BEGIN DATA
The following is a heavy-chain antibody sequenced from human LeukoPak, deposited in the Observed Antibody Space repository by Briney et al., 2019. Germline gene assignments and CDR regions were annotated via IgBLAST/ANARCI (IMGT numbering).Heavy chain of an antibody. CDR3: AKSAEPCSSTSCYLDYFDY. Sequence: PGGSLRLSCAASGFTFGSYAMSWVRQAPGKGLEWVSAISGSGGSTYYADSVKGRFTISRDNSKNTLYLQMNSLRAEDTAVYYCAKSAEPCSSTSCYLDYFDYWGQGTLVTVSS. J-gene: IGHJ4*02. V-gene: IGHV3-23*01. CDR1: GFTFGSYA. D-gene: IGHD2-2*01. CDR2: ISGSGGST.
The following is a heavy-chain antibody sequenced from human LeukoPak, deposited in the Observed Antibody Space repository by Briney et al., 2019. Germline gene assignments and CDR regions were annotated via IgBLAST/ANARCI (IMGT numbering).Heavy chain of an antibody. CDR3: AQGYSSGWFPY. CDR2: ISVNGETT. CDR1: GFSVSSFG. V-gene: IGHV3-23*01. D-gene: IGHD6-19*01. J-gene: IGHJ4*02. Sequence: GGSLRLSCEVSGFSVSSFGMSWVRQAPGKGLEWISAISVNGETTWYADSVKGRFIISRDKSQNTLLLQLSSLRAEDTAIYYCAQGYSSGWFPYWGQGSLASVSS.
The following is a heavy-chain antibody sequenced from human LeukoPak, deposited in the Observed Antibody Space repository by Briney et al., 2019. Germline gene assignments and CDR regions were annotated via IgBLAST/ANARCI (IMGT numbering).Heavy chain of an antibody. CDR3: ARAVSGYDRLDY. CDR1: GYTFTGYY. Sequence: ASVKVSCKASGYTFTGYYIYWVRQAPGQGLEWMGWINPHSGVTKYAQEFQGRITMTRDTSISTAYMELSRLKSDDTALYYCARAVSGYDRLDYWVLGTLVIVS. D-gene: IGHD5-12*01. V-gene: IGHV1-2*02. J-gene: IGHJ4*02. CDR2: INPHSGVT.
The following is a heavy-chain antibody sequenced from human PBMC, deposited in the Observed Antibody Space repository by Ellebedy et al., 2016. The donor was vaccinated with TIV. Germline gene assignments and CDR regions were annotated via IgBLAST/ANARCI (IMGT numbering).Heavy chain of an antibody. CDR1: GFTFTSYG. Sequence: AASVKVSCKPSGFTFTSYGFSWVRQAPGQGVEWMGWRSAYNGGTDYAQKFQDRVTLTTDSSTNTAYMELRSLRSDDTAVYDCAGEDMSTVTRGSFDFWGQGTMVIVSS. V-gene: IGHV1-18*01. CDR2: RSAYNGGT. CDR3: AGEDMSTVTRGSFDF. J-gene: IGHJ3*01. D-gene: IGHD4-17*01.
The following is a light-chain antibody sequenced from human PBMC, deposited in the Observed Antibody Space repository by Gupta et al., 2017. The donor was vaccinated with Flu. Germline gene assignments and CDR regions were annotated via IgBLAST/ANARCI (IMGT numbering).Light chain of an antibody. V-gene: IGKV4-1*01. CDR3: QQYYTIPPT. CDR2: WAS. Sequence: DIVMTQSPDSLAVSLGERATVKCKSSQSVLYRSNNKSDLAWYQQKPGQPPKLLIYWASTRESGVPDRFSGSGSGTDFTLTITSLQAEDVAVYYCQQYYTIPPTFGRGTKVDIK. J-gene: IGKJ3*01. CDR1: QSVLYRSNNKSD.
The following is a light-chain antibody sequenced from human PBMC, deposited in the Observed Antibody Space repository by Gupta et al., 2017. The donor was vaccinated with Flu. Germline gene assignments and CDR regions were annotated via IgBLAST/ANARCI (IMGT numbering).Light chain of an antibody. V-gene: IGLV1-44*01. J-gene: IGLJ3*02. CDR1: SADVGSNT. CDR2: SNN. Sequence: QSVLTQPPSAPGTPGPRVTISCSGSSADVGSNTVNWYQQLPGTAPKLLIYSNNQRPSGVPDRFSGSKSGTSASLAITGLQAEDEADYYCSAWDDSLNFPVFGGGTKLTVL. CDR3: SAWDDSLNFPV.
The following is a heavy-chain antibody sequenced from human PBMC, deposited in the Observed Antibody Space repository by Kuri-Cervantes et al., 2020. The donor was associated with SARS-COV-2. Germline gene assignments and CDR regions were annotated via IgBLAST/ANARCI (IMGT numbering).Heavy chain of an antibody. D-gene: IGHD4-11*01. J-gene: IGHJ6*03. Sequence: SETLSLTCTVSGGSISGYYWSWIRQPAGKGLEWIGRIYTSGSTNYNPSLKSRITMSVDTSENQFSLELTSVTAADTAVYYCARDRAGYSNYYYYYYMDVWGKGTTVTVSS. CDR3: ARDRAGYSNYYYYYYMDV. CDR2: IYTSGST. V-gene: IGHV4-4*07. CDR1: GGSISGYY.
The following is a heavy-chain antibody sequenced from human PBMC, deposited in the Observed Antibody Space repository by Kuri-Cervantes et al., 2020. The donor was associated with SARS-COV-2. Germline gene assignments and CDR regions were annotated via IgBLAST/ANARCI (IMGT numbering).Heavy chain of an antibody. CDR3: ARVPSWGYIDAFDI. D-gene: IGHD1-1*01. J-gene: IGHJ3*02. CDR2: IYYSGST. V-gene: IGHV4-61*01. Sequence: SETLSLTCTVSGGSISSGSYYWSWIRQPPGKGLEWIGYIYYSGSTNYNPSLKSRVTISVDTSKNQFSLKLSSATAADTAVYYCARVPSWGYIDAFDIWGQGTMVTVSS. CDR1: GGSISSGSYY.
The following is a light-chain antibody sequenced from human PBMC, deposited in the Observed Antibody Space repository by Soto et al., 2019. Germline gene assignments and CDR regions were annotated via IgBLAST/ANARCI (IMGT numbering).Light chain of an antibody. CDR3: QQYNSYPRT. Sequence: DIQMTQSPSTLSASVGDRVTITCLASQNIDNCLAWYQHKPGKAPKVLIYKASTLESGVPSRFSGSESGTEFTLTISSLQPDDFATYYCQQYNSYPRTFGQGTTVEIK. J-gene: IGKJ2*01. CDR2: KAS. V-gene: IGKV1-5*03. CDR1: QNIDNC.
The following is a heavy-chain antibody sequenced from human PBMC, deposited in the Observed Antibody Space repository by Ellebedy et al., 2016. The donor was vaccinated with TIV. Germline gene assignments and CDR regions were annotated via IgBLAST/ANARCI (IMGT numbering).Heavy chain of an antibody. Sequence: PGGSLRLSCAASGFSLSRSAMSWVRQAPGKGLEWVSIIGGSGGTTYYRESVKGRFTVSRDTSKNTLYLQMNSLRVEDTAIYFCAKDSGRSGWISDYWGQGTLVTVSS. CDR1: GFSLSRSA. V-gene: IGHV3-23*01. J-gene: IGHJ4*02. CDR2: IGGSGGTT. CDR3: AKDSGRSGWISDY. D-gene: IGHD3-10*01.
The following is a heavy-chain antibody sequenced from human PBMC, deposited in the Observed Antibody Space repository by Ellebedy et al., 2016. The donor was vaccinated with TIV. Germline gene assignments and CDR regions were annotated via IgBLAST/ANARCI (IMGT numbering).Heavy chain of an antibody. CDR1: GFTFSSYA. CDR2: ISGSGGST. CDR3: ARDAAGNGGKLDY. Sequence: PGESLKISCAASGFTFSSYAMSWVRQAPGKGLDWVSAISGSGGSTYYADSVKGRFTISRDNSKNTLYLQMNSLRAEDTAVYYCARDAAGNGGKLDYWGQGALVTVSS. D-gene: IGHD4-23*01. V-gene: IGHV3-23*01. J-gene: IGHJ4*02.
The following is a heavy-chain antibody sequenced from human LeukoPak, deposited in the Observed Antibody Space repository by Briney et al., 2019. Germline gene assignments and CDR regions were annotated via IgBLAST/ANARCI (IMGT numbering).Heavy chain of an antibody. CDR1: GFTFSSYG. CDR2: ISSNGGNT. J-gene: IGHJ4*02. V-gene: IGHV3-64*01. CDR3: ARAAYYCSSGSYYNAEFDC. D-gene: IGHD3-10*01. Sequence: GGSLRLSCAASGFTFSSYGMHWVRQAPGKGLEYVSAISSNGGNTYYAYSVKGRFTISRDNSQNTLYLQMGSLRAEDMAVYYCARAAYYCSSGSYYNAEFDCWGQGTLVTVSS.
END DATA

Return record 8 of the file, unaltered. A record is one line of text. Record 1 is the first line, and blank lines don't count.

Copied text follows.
The following is a heavy-chain antibody sequenced from human PBMC, deposited in the Observed Antibody Space repository by Kuri-Cervantes et al., 2020. The donor was associated with SARS-COV-2. Germline gene assignments and CDR regions were annotated via IgBLAST/ANARCI (IMGT numbering).Heavy chain of an antibody. CDR3: ARVPSWGYIDAFDI. D-gene: IGHD1-1*01. J-gene: IGHJ3*02. CDR2: IYYSGST. V-gene: IGHV4-61*01. Sequence: SETLSLTCTVSGGSISSGSYYWSWIRQPPGKGLEWIGYIYYSGSTNYNPSLKSRVTISVDTSKNQFSLKLSSATAADTAVYYCARVPSWGYIDAFDIWGQGTMVTVSS. CDR1: GGSISSGSYY.